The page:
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given in detached parts, and often criminally perverted by the word of the priest. And then, as if infatuated to emulate the degraded and judicially punished state of the Israelites, when under the wrath of God, they actually prepare the people for that woful darkness described in Isaiah xxix. 10% 14. “ For the Lord hath poured out upon you the spirit of deep sleep, and hath closed your eyes: the prophets and your rulers, the seers, hath he covered. And the vision of all is become unto you as the words of a book that is sealed, which men deliver to one that is learned, saying, Read this, I pray thee: and he saith, I cannot; for it is sealed. And the book is delivered to him that is not learned, saying, Read this, I pray thee: and he saith, I am not learned. Wherefore the Lord said, Forasmuch as this people draw near unto me with their mouth, and with their lips do honour me, but have removed their heart from me, and their fear toward me is taught by the precept of men: therefore, behold, I will proceed to do a marvellous work among this people, even a marvellous work and a wonder; for the wisdom of their wise men shall perish, and the understanding of their prudent men shall be hid..

• It is indeed,' Henry answered, “a melancholy proof of the delusion to which the minds of men may be subject. It is even so in their public worship and liturgy—the same fatal sign attaches to them, and the unknown tongue is made the mockery of prayer, to which the people are taught, indeed, to say, Amen, but without understanding; for to them, except the few that may be learned, it is the language of barbarians.

One would think this very chapter, 1 Cor. xiv. might put them to shame.'

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We know,' said Mrs. Reynolds, in a tone of sweet compassion, that it is possible for people to pray with the spirit, even under such circumstances ; for the Holy Spirit himself can touch their hearts, and pray from within them,“ with groanings which cannot be uttered.” But it is an unjustifiable bondage to put the people under, and to deprive them of the blessings of a fruitful understanding. Charity makes one glad to think we may apply that part of the subject to them in the 14th verse of 1 Cor. xiv. If I pray in an unknown tongue, my spirit prayeth, but my understanding is unfruitful. However they ought, did they but know the scripture, to be roused to an indignant renunciation of the bondage, with, “ What is it then? I will pray with the spirit, and I will pray with the understanding Also.”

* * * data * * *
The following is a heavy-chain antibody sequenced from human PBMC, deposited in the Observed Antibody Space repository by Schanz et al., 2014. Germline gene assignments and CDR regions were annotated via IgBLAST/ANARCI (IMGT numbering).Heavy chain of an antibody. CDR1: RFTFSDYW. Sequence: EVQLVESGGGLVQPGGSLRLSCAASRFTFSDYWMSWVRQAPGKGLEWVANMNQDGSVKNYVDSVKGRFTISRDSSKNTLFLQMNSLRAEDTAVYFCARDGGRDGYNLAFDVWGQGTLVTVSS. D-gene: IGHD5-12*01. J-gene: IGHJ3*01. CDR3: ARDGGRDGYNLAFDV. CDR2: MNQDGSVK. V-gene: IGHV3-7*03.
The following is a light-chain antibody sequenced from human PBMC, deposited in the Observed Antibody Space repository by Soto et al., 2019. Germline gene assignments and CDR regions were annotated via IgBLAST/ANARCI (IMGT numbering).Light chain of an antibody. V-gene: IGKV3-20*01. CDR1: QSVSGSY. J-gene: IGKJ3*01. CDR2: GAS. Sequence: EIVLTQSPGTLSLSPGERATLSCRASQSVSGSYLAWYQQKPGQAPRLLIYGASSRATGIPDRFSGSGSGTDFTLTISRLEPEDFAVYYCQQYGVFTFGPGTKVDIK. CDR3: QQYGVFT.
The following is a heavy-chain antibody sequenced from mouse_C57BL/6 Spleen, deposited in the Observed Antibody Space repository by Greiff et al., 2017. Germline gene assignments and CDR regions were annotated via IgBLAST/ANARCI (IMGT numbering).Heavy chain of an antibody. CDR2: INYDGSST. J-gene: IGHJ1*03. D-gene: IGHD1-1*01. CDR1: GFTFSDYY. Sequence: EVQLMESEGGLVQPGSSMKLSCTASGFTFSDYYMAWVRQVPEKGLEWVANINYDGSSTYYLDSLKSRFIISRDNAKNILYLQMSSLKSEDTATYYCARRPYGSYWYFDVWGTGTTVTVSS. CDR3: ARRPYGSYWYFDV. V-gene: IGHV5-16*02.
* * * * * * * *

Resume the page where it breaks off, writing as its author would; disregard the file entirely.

Little Edmund had been passing the time of this long conversation by occasionally listening, especially when his mamma was the speaker; though much engrossed by the kindly confidence of my dog, who had laid his head upon his knee, allowing him to caress him ; but, upon the motion of Mrs. Milbanke to take leave, the dog remembered me, and came to my feet.

Edmund was not willing to part with his new friend; and trying to induce his return to him, snapped his little fingers in entreaty, saying, ‘Come, poor dog, come!'

The dog answered him by going up and licking his hand. . 'Ah! little Edmund,” I said, 'my dog understands your language; but I remember a Spanish gentleman once using the same endeavour with him, but in vain, for he spake to him in a language he did not understand.'

• What did he say?' Edmund inquired.

• Quite contrary to our mode, he said, “Hist! bist !' making a hissing sound at the same time, by prolonging the S; and the dog, instead of going to him, ran away from him.'

. He should have said, 'Come! Come!'

* And so he should, dear boy, but he had forgot he was addressing an English dog.'